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Infrared Thermography

An infrared thermography roof scan is a diagnostic tool with many useful applications.  Its primary purpose is to identify and outline areas of heat loss within the roofing assembly, which can greatly reduce the cost of flat roof repairs by ensuring that only the wet areas are replaced.  A scan is frequently carried out on buildings every two to five years as a preventive maintenance measure, identifying minor roof repairs before they become large, expensive repairs.  A scan will also confirm the condition of a roof before a roofer’s warranty expires.  This can save you a lot of money if there is a problem with the roof. 

thermographic-image-roof-isolated-wet-insulation

This is a thermographic image of a large area of wet insulation on a built-up roofing assembly.

Daytime image of roof with wet isolated insulation

This is the daytime verification photo of the same area.

How does infrared thermography work?

During the day, the sun heats up the roof’s surface and insulation.  At night, the roof cools down, but areas of wet insulation hold the day’s heat longer than surrounding dry areas.  The infrared thermogram registers this temperature differential between the dry areas and any wet insulation.

Thermographic image of a roof with wet insulation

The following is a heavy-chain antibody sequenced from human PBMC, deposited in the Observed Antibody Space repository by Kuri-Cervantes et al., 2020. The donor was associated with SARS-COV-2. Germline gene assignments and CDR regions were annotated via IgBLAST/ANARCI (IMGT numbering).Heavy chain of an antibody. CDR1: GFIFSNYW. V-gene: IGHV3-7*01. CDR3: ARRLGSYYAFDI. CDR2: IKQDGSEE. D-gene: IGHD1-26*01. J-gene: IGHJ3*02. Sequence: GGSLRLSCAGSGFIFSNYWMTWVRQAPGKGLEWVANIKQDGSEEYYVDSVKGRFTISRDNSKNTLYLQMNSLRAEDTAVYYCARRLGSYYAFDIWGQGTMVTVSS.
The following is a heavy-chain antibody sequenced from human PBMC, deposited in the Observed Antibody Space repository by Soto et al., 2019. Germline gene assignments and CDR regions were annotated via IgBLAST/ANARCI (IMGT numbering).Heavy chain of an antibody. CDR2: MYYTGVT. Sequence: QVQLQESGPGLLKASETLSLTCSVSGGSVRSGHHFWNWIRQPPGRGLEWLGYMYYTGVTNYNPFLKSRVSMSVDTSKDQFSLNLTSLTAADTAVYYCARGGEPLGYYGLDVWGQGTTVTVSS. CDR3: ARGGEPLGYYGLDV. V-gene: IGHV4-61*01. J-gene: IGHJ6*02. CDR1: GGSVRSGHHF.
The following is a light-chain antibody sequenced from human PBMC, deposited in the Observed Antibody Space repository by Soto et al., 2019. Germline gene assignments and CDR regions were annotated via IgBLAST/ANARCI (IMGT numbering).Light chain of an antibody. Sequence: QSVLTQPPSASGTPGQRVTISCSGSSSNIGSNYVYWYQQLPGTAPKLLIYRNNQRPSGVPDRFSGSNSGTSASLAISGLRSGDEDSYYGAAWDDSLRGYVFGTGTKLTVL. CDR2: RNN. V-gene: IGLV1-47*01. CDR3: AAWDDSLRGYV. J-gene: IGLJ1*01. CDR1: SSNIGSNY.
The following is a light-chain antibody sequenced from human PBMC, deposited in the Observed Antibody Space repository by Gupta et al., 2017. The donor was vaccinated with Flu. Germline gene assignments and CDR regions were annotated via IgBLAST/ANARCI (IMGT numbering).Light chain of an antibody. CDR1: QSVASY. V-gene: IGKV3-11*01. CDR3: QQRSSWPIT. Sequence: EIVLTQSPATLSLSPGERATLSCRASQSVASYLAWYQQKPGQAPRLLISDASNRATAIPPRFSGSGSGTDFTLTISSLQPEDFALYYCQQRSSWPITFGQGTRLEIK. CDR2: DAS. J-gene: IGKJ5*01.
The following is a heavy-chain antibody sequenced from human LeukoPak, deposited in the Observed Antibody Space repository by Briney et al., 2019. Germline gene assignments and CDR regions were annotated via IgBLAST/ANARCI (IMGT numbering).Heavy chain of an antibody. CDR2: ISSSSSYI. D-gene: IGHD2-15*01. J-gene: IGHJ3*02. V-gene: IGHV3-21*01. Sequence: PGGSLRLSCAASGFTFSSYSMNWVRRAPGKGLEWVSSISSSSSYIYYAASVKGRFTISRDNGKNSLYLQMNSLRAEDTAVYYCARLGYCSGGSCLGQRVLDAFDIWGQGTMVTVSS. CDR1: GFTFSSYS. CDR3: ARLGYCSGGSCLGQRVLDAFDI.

This is a thermographic image of an isolated wet area of insulation on a built-up roofing assembly.

Daytime image of roof with wet insulation

This is the daytime verification photo of the same area.

In order to detect this temperature differential, scans must be conducted in specific weather conditions and at night.  A dry roof is necessary, and the temperature differential must be significant enough (between the heat of the day and the time of scan) so that a thermal difference exists between wet and dry areas of the roof.

Thermographic image of a roof with heat loss at the drain sump

This is a thermographic image of an overview of a roof level with typical heat loss at the drain sump.

daytime photo of a roof with heat loss

This is the daytime verification of the same area.

During the scan, all anomalies are marked on the roof’s surface with high visibility paint.  Thermograms are taken during the scan and accompany the written report.  The following day, verification is carried out to confirm that the infrared thermography camera readings were correct.  This is achieved by using a capacitance meter to probe the suspect areas.  The results are recorded in a chart and the wet areas are quantified.  A drawing is then produced showing all areas of moisture within the roofing assembly.

Walls

Wall scans can also be a very useful diagnostic tool. Wall scans are conducted to help building owners to identify areas of energy heat loss.

Electrical/Mechanical

Infrared thermography is often requested for roofs and walls, but scanning electrical panels and/or mechanical components is also key. If your electrical connections are overheating, it could mean that your efficiency is down and a safety hazard exists. Scanning could help you to avoid a fire by avoiding an electrical failure. These can be dangerous (potentially fatal) and expensive concerns for building owners.

TESTIMONIALS

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Building Owners and Managers Association (BOMA) member Canadian Roofing Contractors Association (CRCA) member Construction Specifications Canada (CSC) member Green Roofs For Healthy Cities member Sealant and Waterproofing Association of Ontario member Ontario Building Envelope Council member Ontario Industrial Roofing Contractors Association member Roof Consultants Institute member International Facility Management Association member